AP review: Gorsuch backed minimum standard for disabled kids

An Associated Press review shows that Supreme Court nominee Neil Gorsuch embraced a bare-bones standard of education for disabled children

In this Feb. 14, 2017, photo, Supreme Court

In this Feb. 14, 2017, photo, Supreme Court Justice nominee Judge Neil Gorsuch meets with Sen. Chris Coons, D-Del. on Capitol Hill in Washington. An Associated Press review of Gorsuch's legal record shows he has embraced a bare-bones standard of education for disabled children while often upholding other civil rights complaints against schools. (AP Photo/Andrew Harnik, file) (Credit: AP)

Supreme Court nominee Neil Gorsuch has embraced a bare-bones standard of education for disabled children, but he has often upheld other civil rights complaints against schools, an Associated Press review of his legal record shows.

His rulings on education in his decade on the Denver-based 10th U.S. Circuit Court of Appeals reflect a judge who closely follows judicial precedent, including when it means ruling against handicapped children and their parents.

Sen. Chuck Grassley, chairman of the Senate Judiciary Committee, announced Thursday the panel will begin confirmation hearings for Gorsuch on March 20. Republicans hope to complete the confirmation process by April, and Gorsuch has been making traditional courtesy calls to senators for the past two weeks, in part to woo some Democrats whose support he needs.

In a 2008 case, Gorsuch wrote an opinion that reversed a lower court ruling, which would have forced a Colorado school to pay an alternative school to educate an autistic boy identified only as Luke. Gorsuch said the alternative program might indeed be better for the boy, but he had been making some progress in the public school -- and that was good enough under the federal Individuals with Disabilities Education Act.

"We sympathize with Luke's family and do not question the enormous burdens they face. Our job, however, is to apply the law as Congress has written it and the Supreme Court has interpreted it," wrote Gorsuch.

The U.S. Supreme Court recently heard a similar Colorado-based challenge to the schools in a case known as Endrew F. v. Douglas County School District. "We believe the 10th Circuit has gotten it wrong and that the law demands more in terms of the level of education for kids," said William Koski, a Stanford University law professor who runs a clinic that helps disadvantaged children in disputes with their schools. He co-wrote a brief for the recent case, urging a higher standard of education for disabled children. The high court has yet to announce a decision.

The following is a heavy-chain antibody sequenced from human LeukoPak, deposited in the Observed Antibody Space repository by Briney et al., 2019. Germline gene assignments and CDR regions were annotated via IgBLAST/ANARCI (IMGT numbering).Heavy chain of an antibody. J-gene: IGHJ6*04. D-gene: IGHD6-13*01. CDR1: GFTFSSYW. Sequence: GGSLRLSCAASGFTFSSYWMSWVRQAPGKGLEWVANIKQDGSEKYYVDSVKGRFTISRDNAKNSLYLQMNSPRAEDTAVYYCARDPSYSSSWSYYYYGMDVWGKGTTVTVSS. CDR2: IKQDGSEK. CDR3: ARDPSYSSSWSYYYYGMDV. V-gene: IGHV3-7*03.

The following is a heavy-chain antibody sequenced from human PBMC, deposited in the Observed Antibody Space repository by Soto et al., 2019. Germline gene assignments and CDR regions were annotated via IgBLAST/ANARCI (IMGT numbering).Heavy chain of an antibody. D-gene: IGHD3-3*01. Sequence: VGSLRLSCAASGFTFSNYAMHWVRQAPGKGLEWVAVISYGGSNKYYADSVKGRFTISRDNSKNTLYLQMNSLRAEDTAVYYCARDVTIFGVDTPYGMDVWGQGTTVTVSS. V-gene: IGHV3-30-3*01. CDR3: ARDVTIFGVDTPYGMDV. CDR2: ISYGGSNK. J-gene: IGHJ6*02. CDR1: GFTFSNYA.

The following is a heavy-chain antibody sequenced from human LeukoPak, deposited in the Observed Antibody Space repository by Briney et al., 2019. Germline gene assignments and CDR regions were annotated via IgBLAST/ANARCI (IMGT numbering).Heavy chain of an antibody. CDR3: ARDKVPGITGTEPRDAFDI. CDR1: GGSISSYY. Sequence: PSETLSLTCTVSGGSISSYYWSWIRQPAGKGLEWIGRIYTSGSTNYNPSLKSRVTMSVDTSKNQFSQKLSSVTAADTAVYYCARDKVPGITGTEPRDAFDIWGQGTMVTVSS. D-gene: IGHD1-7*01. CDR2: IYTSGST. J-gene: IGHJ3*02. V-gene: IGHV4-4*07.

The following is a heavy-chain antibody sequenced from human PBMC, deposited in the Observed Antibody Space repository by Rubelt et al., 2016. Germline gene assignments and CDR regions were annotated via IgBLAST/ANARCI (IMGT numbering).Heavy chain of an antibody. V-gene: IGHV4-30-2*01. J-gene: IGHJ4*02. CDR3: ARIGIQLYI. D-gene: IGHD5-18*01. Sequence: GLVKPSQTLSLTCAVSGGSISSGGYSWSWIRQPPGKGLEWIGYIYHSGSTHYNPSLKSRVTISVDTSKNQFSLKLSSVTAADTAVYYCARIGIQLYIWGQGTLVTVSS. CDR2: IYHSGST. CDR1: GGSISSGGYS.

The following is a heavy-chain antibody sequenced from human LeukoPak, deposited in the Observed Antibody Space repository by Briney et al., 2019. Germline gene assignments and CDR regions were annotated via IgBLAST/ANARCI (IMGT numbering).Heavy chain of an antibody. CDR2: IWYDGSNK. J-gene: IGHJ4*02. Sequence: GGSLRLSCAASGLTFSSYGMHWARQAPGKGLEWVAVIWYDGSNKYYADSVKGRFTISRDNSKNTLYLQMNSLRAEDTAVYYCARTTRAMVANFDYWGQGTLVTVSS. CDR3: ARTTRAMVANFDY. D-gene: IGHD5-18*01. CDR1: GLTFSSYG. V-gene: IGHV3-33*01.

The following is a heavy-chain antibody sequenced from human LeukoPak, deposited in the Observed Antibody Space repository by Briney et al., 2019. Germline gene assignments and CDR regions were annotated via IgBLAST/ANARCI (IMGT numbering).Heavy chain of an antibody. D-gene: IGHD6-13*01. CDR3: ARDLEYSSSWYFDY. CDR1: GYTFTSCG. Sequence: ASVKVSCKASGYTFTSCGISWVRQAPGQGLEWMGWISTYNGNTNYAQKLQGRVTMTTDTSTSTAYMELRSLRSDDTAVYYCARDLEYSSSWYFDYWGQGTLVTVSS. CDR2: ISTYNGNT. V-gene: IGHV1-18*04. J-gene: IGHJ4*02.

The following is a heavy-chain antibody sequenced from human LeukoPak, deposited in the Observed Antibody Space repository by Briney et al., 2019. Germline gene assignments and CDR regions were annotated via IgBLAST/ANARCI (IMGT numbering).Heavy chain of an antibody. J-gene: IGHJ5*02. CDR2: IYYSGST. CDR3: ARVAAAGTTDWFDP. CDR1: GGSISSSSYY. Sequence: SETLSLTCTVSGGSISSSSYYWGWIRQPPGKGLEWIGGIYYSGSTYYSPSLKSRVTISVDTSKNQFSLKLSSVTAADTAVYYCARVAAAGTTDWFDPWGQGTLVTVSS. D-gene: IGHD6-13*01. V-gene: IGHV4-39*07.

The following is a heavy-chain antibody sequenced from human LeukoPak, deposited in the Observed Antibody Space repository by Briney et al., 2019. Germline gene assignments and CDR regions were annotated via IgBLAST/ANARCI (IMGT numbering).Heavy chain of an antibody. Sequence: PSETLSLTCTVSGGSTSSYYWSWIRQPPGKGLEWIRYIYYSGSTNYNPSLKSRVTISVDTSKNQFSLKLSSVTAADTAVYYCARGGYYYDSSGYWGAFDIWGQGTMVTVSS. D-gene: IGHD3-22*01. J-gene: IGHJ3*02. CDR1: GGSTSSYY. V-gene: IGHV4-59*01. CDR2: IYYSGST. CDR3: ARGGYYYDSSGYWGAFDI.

Gorsuch, who was nominated by President Trump to replace the late Antonin Scalia, has been hailed by conservatives for adhering to the philosophy of staying within the established boundaries of the law and legal precedent. However, while not making new law, Gorsuch has often upheld civil rights challenges of a kind dear to liberals.

Education critics of the Trump administration have focused largely on Trump's pick for education secretary, Betsy DeVos. She stumbled during her Senate confirmation when she appeared to say that state control might take precedence over the federal Individuals with Disabilities Education Act. She later recast her views to acknowledge the fundamental federal role in enforcement, which is the basis for such cases to be heard in federal courtrooms like Gorsuch's.

In other civil rights cases, Gorsuch joined in a 2007 ruling that restored a complaint by two women who said they were sexually assaulted by football players and recruits during a party at the University of Colorado Boulder. The lower court had said it wasn't the university's fault, but Gorsuch's panel disagreed, blaming the assaults on poor campus supervision. The women's claims were brought under Title IX, the federal anti-discrimination law known for expanding female participation in sports programs.

The case was later settled out of court, with the school paying $2.85 million to the women. No sexual assault charges were filed, but four players eventually pleaded guilty to giving alcohol to minors at the party. The Ivy League-educated Gorsuch taught law at the campus, but not until after his court ruling.

In a 2016 dissent from fellow judges, Gorsuch sided with a 13-year-old student in Albuquerque, New Mexico, who was handcuffed and arrested for persistent fake burping and other horseplay in class. However, the student had not been violent, and Gorsuch said the arrest was unwarranted. In his dissent, he wrote that "arresting a now compliant class clown for burping was going a step too far."

In a 2012 case, Gorsuch joined a ruling that let parents in a wealthy Kansas school district challenge a state law meant to equalize school spending around the state with a tax cap. Reversing the lower court, Gorsuch and his colleagues said the parents could mount their challenge as a possible abuse to their constitutional rights of equal protection and due process. In 2015, however, the same appeals court -- with Gorsuch absent -- upheld the state cap.

___

The AP National Investigative Team can be reached at investigate@ap.org

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